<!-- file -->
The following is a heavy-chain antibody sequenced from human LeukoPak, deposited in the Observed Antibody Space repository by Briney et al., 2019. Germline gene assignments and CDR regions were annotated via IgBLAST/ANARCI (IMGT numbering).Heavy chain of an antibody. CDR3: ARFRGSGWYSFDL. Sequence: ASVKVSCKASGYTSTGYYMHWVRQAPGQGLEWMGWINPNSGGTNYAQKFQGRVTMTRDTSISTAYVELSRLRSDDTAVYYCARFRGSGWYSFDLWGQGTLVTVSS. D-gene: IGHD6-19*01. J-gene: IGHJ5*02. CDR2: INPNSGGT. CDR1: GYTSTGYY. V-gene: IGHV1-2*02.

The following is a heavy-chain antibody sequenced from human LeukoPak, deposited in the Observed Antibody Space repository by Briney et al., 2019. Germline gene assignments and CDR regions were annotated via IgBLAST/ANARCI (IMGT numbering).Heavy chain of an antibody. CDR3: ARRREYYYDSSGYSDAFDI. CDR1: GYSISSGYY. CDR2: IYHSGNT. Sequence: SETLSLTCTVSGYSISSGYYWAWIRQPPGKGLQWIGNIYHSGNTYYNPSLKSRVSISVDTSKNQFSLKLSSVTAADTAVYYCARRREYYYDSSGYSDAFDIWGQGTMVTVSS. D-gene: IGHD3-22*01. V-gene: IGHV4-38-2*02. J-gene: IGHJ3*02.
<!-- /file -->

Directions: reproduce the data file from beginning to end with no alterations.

The following is a heavy-chain antibody sequenced from human LeukoPak, deposited in the Observed Antibody Space repository by Briney et al., 2019. Germline gene assignments and CDR regions were annotated via IgBLAST/ANARCI (IMGT numbering).Heavy chain of an antibody. CDR3: ARFRGSGWYSFDL. Sequence: ASVKVSCKASGYTSTGYYMHWVRQAPGQGLEWMGWINPNSGGTNYAQKFQGRVTMTRDTSISTAYVELSRLRSDDTAVYYCARFRGSGWYSFDLWGQGTLVTVSS. D-gene: IGHD6-19*01. J-gene: IGHJ5*02. CDR2: INPNSGGT. CDR1: GYTSTGYY. V-gene: IGHV1-2*02.

The following is a heavy-chain antibody sequenced from human LeukoPak, deposited in the Observed Antibody Space repository by Briney et al., 2019. Germline gene assignments and CDR regions were annotated via IgBLAST/ANARCI (IMGT numbering).Heavy chain of an antibody. CDR3: ARRREYYYDSSGYSDAFDI. CDR1: GYSISSGYY. CDR2: IYHSGNT. Sequence: SETLSLTCTVSGYSISSGYYWAWIRQPPGKGLQWIGNIYHSGNTYYNPSLKSRVSISVDTSKNQFSLKLSSVTAADTAVYYCARRREYYYDSSGYSDAFDIWGQGTMVTVSS. D-gene: IGHD3-22*01. V-gene: IGHV4-38-2*02. J-gene: IGHJ3*02.